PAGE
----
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Council turns deaf ear to business owner
Christmas television viewing is one of the luxuries of the holidays.
This year, without delay, I sat on the couch, coffee cup in hand, watching the
North Bend City Council meeting. The topic of discussion was the property on
North Bend Way owned by Street Sweeping Services, a company owned by
local resident Jim Sailors.
It seems that the city made a mistake back in 1992 when it issued a
building permit for a commercial property in an area zoned residential. I have to
admit, I don't fully understand the complete issue but intend to thoroughly review
it over the next few weeks. Regardless of who was at fault or what the
exact circumstances were, Sailors hired an attorney to respond to the city's
concerns over the zoning issue and changes in the property. The lawyer came
prepared with a multi-page handout to discuss the predicament.
I listened intently to what the attorney had to say while watching the
body language of a few of the councilmembers. Then I listened to the council's
discussion with initial remarks by Ed Carlson.
Carlson was quick to point out that the matter had been discussed
several times at the committee level and a decision had even been postponed to
allow Sailors to respond. But with new information in hand, he proposed to
move forward with an ordinance taking action against Street Sweeping Services.
I have to admit, when things get down to the wire I don't always like to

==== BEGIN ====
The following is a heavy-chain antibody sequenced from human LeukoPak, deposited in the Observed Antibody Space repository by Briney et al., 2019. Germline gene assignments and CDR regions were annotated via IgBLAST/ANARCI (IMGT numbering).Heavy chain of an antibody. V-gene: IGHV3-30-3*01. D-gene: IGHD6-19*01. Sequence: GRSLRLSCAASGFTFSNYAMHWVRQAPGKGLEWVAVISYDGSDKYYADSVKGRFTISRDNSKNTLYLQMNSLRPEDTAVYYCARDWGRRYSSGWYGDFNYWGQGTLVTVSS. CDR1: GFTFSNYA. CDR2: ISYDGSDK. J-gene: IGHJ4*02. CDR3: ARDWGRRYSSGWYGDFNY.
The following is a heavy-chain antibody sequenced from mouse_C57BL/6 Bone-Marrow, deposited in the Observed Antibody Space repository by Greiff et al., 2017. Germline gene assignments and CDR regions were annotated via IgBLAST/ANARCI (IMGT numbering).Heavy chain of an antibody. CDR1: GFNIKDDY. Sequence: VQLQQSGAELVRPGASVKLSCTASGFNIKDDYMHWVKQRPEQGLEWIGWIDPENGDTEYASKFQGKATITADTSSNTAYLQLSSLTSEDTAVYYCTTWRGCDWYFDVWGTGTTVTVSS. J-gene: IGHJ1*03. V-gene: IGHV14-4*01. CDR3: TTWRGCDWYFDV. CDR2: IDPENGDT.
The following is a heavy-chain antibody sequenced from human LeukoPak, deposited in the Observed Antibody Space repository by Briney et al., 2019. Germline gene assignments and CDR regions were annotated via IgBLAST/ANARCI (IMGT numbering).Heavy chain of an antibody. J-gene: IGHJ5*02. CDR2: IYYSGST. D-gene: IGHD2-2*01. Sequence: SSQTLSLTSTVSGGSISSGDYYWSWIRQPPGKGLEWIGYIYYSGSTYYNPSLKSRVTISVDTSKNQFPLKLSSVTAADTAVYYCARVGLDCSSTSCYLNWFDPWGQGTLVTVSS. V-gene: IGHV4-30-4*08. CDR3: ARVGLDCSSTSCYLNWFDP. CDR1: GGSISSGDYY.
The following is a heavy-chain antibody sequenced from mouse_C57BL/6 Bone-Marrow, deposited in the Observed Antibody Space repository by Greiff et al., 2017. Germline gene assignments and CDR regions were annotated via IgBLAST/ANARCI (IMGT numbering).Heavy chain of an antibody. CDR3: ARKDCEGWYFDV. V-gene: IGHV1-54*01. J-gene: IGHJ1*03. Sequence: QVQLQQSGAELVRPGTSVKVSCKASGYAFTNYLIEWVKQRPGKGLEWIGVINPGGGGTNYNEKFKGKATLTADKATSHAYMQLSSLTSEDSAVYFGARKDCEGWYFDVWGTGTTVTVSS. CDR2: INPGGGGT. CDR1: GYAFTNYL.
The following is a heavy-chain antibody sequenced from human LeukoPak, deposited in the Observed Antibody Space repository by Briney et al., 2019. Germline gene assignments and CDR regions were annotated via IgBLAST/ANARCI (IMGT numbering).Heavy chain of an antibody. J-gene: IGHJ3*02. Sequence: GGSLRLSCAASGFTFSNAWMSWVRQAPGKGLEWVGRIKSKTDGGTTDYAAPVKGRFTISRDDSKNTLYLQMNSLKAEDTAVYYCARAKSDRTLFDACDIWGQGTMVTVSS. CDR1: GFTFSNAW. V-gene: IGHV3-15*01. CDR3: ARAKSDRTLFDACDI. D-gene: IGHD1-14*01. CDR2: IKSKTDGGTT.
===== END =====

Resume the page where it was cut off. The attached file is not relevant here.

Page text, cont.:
take the time to consider a new angle, but then again, I'm not a city
councilmember deciding the fate of a local business owner.
Councilmember Mark Solitto, although very apologetic in his
response, went along with Carlson, as did councilmember Fred Rappin. In
rebuttal, councilmembers Jim Gildersleeve and Elaine Webber made note of the
new evidence and went so far as to say why not delay one more time?
Well, with Rappin, Solitto and Carlson voting to take action
immediately, the council approved an ordinance to deal with Sailors' situation. In my
mind, it's a sad day when elected officials take action without all the
information necessary to make an informed decision and - in this case - without
considering the concerned response of Sailors' attorney.
Even if the councilmembers are working to achieve a satisfactory result
for the city, wouldn't it be smart to consider the evidence provided by the
Sailors' attorney? Hey, maybe they didn't respond in a timely fashion, but most
business owners I know in the Valley have so many things on their plate that
some things just fall through the cracks or take a little longer. The vote in itself
can be considered irresponsible and a slap in the face to local business owners.
But then again, maybe the three action-oriented votes are coming
from non-business owners. Come to think of it, the common sense approach of
a delay came from two local business owners, Gildersleeve and Webber.
It would have been prudent for the other councilmembers to heed the
advice of their constituents. After all, Sailors is represented by all of you!